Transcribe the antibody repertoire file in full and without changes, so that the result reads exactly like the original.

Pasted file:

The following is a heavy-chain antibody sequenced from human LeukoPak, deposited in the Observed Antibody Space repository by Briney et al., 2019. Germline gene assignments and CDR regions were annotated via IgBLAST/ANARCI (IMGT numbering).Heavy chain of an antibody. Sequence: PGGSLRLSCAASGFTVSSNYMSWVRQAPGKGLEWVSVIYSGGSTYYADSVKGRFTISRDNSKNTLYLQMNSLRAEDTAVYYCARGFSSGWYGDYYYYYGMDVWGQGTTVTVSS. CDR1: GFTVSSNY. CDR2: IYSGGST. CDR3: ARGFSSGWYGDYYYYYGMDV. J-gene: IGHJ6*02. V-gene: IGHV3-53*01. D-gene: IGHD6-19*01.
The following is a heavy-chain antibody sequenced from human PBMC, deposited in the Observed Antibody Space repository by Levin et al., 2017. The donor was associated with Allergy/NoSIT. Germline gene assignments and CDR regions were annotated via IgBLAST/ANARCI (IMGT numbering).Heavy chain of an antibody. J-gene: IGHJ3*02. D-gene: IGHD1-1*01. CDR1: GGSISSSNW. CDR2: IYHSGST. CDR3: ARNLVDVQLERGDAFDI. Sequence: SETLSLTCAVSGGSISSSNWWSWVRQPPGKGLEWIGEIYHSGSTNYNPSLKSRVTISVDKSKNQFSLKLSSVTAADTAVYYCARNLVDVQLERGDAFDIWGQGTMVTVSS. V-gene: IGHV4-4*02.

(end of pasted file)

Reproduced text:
The following is a heavy-chain antibody sequenced from human LeukoPak, deposited in the Observed Antibody Space repository by Briney et al., 2019. Germline gene assignments and CDR regions were annotated via IgBLAST/ANARCI (IMGT numbering).Heavy chain of an antibody. Sequence: PGGSLRLSCAASGFTVSSNYMSWVRQAPGKGLEWVSVIYSGGSTYYADSVKGRFTISRDNSKNTLYLQMNSLRAEDTAVYYCARGFSSGWYGDYYYYYGMDVWGQGTTVTVSS. CDR1: GFTVSSNY. CDR2: IYSGGST. CDR3: ARGFSSGWYGDYYYYYGMDV. J-gene: IGHJ6*02. V-gene: IGHV3-53*01. D-gene: IGHD6-19*01.
The following is a heavy-chain antibody sequenced from human PBMC, deposited in the Observed Antibody Space repository by Levin et al., 2017. The donor was associated with Allergy/NoSIT. Germline gene assignments and CDR regions were annotated via IgBLAST/ANARCI (IMGT numbering).Heavy chain of an antibody. J-gene: IGHJ3*02. D-gene: IGHD1-1*01. CDR1: GGSISSSNW. CDR2: IYHSGST. CDR3: ARNLVDVQLERGDAFDI. Sequence: SETLSLTCAVSGGSISSSNWWSWVRQPPGKGLEWIGEIYHSGSTNYNPSLKSRVTISVDKSKNQFSLKLSSVTAADTAVYYCARNLVDVQLERGDAFDIWGQGTMVTVSS. V-gene: IGHV4-4*02.